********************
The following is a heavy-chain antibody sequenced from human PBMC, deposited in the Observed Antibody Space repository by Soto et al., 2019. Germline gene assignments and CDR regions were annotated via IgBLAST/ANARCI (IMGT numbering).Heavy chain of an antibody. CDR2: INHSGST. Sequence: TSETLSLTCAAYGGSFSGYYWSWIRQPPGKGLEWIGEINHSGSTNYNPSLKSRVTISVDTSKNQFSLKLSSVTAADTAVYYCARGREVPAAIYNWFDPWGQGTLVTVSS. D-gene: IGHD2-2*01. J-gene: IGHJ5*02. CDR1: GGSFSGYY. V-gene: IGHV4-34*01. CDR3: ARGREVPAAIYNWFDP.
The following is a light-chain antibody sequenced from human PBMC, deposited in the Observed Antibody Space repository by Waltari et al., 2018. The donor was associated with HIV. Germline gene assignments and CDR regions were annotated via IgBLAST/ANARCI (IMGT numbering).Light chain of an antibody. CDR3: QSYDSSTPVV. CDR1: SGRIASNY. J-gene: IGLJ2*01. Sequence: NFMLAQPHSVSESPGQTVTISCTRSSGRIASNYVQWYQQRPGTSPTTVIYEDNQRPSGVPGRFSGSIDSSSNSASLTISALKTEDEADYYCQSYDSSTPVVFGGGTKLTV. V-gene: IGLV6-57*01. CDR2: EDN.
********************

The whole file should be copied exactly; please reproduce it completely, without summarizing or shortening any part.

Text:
The following is a heavy-chain antibody sequenced from human PBMC, deposited in the Observed Antibody Space repository by Soto et al., 2019. Germline gene assignments and CDR regions were annotated via IgBLAST/ANARCI (IMGT numbering).Heavy chain of an antibody. CDR2: INHSGST. Sequence: TSETLSLTCAAYGGSFSGYYWSWIRQPPGKGLEWIGEINHSGSTNYNPSLKSRVTISVDTSKNQFSLKLSSVTAADTAVYYCARGREVPAAIYNWFDPWGQGTLVTVSS. D-gene: IGHD2-2*01. J-gene: IGHJ5*02. CDR1: GGSFSGYY. V-gene: IGHV4-34*01. CDR3: ARGREVPAAIYNWFDP.
The following is a light-chain antibody sequenced from human PBMC, deposited in the Observed Antibody Space repository by Waltari et al., 2018. The donor was associated with HIV. Germline gene assignments and CDR regions were annotated via IgBLAST/ANARCI (IMGT numbering).Light chain of an antibody. CDR3: QSYDSSTPVV. CDR1: SGRIASNY. J-gene: IGLJ2*01. Sequence: NFMLAQPHSVSESPGQTVTISCTRSSGRIASNYVQWYQQRPGTSPTTVIYEDNQRPSGVPGRFSGSIDSSSNSASLTISALKTEDEADYYCQSYDSSTPVVFGGGTKLTV. V-gene: IGLV6-57*01. CDR2: EDN.